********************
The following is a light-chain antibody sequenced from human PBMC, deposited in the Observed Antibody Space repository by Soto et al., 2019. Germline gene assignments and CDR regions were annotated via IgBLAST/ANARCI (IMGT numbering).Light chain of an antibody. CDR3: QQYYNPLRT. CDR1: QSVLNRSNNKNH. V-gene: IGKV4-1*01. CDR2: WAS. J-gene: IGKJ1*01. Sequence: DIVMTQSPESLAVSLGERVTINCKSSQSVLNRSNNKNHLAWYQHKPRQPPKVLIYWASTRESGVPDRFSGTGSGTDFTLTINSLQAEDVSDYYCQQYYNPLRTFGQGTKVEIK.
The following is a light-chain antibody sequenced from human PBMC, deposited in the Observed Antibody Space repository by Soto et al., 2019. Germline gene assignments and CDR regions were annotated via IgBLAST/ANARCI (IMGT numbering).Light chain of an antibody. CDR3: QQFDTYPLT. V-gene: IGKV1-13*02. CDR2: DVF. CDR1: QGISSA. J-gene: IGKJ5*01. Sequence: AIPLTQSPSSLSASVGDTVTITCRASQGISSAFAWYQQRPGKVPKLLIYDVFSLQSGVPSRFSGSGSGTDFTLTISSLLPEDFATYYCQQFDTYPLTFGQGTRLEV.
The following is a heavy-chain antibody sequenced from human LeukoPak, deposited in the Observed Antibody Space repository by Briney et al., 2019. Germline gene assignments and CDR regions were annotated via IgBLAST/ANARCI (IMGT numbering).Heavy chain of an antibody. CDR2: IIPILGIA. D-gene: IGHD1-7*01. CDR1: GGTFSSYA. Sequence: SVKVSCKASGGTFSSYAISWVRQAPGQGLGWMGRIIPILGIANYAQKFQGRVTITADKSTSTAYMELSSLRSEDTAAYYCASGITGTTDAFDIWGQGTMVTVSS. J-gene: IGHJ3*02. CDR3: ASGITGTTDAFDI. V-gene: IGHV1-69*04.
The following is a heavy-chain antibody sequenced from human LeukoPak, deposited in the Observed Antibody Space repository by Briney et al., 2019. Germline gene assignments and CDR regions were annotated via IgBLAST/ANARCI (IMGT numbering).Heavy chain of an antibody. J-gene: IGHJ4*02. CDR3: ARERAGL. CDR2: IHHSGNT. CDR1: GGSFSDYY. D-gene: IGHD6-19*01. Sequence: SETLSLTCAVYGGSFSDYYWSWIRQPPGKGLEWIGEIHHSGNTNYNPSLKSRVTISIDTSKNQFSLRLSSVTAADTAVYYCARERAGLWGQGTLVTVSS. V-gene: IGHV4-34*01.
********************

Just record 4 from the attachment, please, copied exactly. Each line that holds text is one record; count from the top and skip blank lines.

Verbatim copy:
The following is a heavy-chain antibody sequenced from human LeukoPak, deposited in the Observed Antibody Space repository by Briney et al., 2019. Germline gene assignments and CDR regions were annotated via IgBLAST/ANARCI (IMGT numbering).Heavy chain of an antibody. J-gene: IGHJ4*02. CDR3: ARERAGL. CDR2: IHHSGNT. CDR1: GGSFSDYY. D-gene: IGHD6-19*01. Sequence: SETLSLTCAVYGGSFSDYYWSWIRQPPGKGLEWIGEIHHSGNTNYNPSLKSRVTISIDTSKNQFSLRLSSVTAADTAVYYCARERAGLWGQGTLVTVSS. V-gene: IGHV4-34*01.